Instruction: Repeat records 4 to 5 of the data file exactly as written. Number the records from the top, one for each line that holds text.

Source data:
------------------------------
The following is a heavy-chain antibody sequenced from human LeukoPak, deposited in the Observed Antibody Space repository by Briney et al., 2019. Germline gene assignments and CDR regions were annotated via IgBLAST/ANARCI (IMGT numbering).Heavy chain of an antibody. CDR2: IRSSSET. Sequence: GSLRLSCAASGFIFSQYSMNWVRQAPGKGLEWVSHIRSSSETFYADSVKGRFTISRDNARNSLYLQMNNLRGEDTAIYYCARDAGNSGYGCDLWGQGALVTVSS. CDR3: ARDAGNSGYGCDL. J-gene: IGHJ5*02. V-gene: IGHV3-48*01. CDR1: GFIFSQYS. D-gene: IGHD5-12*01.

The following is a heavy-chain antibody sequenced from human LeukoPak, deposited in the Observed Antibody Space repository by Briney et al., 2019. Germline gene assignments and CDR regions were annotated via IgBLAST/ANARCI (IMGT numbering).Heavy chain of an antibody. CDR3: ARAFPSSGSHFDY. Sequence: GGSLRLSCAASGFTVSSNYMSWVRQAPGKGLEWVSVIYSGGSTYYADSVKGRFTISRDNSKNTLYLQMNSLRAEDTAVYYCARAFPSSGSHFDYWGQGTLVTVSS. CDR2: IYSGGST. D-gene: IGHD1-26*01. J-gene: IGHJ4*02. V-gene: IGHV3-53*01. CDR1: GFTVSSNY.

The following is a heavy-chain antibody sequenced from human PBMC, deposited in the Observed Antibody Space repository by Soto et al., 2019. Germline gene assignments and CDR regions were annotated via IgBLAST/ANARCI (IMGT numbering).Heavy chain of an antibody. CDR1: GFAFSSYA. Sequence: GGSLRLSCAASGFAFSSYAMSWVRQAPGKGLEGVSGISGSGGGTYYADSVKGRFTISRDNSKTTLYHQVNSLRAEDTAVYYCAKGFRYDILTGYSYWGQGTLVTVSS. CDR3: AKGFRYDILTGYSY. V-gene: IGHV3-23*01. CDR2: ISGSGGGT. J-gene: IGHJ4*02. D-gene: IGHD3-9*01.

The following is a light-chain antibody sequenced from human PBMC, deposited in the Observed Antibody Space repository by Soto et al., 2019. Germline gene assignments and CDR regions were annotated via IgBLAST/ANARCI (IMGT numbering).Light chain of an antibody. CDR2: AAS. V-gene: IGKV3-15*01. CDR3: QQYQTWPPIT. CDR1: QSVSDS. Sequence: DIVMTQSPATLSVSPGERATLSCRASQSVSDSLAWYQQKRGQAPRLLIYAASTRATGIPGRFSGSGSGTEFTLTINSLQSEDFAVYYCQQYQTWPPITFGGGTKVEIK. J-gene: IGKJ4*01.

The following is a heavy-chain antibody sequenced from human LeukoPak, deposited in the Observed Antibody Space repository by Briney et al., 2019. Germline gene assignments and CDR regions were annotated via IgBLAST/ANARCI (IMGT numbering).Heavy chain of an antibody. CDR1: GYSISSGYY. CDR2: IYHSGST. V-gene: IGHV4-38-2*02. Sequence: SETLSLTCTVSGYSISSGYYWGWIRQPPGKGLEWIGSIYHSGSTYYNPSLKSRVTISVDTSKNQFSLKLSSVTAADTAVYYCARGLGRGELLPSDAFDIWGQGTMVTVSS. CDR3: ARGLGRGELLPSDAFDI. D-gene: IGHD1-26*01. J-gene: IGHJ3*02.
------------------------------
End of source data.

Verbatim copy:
The following is a light-chain antibody sequenced from human PBMC, deposited in the Observed Antibody Space repository by Soto et al., 2019. Germline gene assignments and CDR regions were annotated via IgBLAST/ANARCI (IMGT numbering).Light chain of an antibody. CDR2: AAS. V-gene: IGKV3-15*01. CDR3: QQYQTWPPIT. CDR1: QSVSDS. Sequence: DIVMTQSPATLSVSPGERATLSCRASQSVSDSLAWYQQKRGQAPRLLIYAASTRATGIPGRFSGSGSGTEFTLTINSLQSEDFAVYYCQQYQTWPPITFGGGTKVEIK. J-gene: IGKJ4*01.

The following is a heavy-chain antibody sequenced from human LeukoPak, deposited in the Observed Antibody Space repository by Briney et al., 2019. Germline gene assignments and CDR regions were annotated via IgBLAST/ANARCI (IMGT numbering).Heavy chain of an antibody. CDR1: GYSISSGYY. CDR2: IYHSGST. V-gene: IGHV4-38-2*02. Sequence: SETLSLTCTVSGYSISSGYYWGWIRQPPGKGLEWIGSIYHSGSTYYNPSLKSRVTISVDTSKNQFSLKLSSVTAADTAVYYCARGLGRGELLPSDAFDIWGQGTMVTVSS. CDR3: ARGLGRGELLPSDAFDI. D-gene: IGHD1-26*01. J-gene: IGHJ3*02.